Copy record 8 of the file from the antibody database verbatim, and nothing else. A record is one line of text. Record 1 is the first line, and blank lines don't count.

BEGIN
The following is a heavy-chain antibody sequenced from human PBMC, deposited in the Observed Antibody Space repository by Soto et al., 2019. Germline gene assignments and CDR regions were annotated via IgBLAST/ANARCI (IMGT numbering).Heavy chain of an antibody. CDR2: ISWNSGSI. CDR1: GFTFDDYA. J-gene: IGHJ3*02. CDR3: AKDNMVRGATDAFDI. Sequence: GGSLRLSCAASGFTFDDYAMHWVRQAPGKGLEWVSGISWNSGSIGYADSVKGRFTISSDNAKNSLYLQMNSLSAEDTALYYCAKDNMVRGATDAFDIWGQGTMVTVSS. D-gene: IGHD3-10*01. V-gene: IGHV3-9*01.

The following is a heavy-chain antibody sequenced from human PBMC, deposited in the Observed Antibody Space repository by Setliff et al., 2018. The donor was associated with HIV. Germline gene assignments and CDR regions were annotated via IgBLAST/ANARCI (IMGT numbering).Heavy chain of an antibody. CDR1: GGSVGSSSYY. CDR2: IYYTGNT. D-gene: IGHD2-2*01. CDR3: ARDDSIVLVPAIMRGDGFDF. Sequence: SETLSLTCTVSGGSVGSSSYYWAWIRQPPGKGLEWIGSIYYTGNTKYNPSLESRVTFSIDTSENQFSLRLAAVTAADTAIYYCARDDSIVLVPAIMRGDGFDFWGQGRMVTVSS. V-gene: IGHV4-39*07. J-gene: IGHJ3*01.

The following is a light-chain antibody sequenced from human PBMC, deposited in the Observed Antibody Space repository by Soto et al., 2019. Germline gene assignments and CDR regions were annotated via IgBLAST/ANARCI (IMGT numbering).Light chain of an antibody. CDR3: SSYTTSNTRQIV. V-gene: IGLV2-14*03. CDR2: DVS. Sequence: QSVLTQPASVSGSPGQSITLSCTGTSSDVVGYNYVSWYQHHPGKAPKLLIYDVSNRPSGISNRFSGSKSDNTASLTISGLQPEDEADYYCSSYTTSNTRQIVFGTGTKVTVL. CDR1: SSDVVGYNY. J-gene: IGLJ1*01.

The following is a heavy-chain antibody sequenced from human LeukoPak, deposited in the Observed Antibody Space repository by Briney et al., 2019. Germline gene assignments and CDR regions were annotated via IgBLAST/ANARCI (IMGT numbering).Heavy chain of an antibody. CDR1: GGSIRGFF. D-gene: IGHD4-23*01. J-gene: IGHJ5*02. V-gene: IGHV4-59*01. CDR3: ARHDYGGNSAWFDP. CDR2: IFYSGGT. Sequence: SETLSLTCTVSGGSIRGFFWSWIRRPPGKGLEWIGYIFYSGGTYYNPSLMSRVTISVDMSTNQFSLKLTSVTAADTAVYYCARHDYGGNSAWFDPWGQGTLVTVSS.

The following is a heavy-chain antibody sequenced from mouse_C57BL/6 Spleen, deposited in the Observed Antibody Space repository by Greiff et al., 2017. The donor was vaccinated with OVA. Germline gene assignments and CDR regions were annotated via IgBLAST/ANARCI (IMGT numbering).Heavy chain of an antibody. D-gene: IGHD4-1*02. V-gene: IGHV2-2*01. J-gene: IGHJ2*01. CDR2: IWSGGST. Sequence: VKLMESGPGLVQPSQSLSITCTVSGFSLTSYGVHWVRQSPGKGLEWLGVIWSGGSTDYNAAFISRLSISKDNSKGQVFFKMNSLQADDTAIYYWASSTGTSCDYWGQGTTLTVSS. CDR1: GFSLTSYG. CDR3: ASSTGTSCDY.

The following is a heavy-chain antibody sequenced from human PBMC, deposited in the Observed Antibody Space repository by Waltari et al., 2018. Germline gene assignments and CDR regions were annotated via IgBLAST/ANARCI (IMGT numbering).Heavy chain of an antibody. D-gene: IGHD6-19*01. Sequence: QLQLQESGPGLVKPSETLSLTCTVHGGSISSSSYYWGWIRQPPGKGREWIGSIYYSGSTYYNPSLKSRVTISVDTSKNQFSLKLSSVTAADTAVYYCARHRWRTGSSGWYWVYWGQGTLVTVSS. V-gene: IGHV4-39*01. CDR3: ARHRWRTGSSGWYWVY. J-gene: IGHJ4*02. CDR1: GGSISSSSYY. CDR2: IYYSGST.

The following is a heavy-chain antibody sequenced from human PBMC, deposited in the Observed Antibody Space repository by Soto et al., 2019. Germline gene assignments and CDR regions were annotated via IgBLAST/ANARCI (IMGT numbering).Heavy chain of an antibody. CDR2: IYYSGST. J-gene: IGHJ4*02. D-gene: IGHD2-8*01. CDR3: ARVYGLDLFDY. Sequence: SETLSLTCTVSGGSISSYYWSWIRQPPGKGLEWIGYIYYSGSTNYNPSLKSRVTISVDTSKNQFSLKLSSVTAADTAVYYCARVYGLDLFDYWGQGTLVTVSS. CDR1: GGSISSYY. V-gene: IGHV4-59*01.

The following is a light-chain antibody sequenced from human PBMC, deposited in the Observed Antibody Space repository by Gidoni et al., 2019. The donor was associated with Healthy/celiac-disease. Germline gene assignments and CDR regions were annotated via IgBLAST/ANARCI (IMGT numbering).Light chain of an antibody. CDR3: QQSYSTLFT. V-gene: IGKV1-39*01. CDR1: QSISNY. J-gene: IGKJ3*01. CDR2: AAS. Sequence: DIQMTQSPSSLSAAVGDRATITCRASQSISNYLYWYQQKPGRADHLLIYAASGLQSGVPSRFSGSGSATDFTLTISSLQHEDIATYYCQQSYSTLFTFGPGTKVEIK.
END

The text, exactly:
The following is a light-chain antibody sequenced from human PBMC, deposited in the Observed Antibody Space repository by Gidoni et al., 2019. The donor was associated with Healthy/celiac-disease. Germline gene assignments and CDR regions were annotated via IgBLAST/ANARCI (IMGT numbering).Light chain of an antibody. CDR3: QQSYSTLFT. V-gene: IGKV1-39*01. CDR1: QSISNY. J-gene: IGKJ3*01. CDR2: AAS. Sequence: DIQMTQSPSSLSAAVGDRATITCRASQSISNYLYWYQQKPGRADHLLIYAASGLQSGVPSRFSGSGSATDFTLTISSLQHEDIATYYCQQSYSTLFTFGPGTKVEIK.